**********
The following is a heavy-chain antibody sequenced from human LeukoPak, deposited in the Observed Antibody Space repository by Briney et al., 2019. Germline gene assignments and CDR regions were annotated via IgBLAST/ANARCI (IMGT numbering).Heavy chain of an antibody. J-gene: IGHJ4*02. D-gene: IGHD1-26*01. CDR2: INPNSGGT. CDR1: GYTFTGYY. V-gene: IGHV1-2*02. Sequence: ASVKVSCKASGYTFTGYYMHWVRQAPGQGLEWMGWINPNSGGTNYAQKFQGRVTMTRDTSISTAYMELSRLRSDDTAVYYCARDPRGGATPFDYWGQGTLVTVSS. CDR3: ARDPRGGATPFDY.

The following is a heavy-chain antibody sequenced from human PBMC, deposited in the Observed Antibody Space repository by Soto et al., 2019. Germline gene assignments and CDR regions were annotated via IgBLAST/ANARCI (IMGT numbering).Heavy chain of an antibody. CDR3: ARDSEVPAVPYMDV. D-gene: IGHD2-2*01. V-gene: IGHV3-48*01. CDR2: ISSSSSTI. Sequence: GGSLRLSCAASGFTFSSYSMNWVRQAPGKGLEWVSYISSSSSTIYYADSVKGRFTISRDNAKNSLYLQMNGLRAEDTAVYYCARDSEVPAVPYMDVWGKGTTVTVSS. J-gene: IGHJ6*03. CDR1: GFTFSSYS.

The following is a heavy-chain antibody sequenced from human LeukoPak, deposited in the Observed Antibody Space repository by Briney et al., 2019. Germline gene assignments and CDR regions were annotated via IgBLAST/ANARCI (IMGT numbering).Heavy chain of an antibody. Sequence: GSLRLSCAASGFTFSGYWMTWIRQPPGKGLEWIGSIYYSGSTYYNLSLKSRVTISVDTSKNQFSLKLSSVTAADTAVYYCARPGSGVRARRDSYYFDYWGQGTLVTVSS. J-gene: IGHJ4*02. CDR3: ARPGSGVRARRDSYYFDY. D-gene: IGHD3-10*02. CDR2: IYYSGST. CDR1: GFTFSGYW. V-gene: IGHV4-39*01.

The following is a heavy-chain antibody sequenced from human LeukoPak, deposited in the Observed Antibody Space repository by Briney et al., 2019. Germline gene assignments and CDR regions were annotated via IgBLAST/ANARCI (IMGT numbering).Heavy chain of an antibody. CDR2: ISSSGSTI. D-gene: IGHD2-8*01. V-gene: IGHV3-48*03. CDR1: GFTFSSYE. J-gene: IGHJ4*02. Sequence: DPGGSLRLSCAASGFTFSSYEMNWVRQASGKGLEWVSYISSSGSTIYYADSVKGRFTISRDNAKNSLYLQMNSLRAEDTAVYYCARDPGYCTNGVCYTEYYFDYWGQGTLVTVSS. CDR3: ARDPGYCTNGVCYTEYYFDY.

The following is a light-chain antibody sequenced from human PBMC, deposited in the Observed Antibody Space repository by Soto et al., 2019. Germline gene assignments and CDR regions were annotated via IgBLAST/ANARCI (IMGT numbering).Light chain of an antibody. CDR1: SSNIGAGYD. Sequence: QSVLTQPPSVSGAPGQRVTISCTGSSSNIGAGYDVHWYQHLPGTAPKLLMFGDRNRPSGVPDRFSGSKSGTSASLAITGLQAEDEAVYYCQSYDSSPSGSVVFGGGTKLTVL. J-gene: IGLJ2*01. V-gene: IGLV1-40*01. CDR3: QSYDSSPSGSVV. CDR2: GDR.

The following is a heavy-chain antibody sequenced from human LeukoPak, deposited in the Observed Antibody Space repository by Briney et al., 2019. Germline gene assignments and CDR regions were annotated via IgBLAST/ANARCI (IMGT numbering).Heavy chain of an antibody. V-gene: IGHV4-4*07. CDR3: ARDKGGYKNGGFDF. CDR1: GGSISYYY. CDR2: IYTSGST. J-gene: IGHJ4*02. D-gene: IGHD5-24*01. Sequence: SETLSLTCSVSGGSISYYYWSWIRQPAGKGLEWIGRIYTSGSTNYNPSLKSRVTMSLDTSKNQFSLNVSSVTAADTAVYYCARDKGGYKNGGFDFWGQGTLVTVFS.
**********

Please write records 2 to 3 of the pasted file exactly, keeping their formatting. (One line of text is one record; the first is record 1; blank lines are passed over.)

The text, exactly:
The following is a heavy-chain antibody sequenced from human PBMC, deposited in the Observed Antibody Space repository by Soto et al., 2019. Germline gene assignments and CDR regions were annotated via IgBLAST/ANARCI (IMGT numbering).Heavy chain of an antibody. CDR3: ARDSEVPAVPYMDV. D-gene: IGHD2-2*01. V-gene: IGHV3-48*01. CDR2: ISSSSSTI. Sequence: GGSLRLSCAASGFTFSSYSMNWVRQAPGKGLEWVSYISSSSSTIYYADSVKGRFTISRDNAKNSLYLQMNGLRAEDTAVYYCARDSEVPAVPYMDVWGKGTTVTVSS. J-gene: IGHJ6*03. CDR1: GFTFSSYS.

The following is a heavy-chain antibody sequenced from human LeukoPak, deposited in the Observed Antibody Space repository by Briney et al., 2019. Germline gene assignments and CDR regions were annotated via IgBLAST/ANARCI (IMGT numbering).Heavy chain of an antibody. Sequence: GSLRLSCAASGFTFSGYWMTWIRQPPGKGLEWIGSIYYSGSTYYNLSLKSRVTISVDTSKNQFSLKLSSVTAADTAVYYCARPGSGVRARRDSYYFDYWGQGTLVTVSS. J-gene: IGHJ4*02. CDR3: ARPGSGVRARRDSYYFDY. D-gene: IGHD3-10*02. CDR2: IYYSGST. CDR1: GFTFSGYW. V-gene: IGHV4-39*01.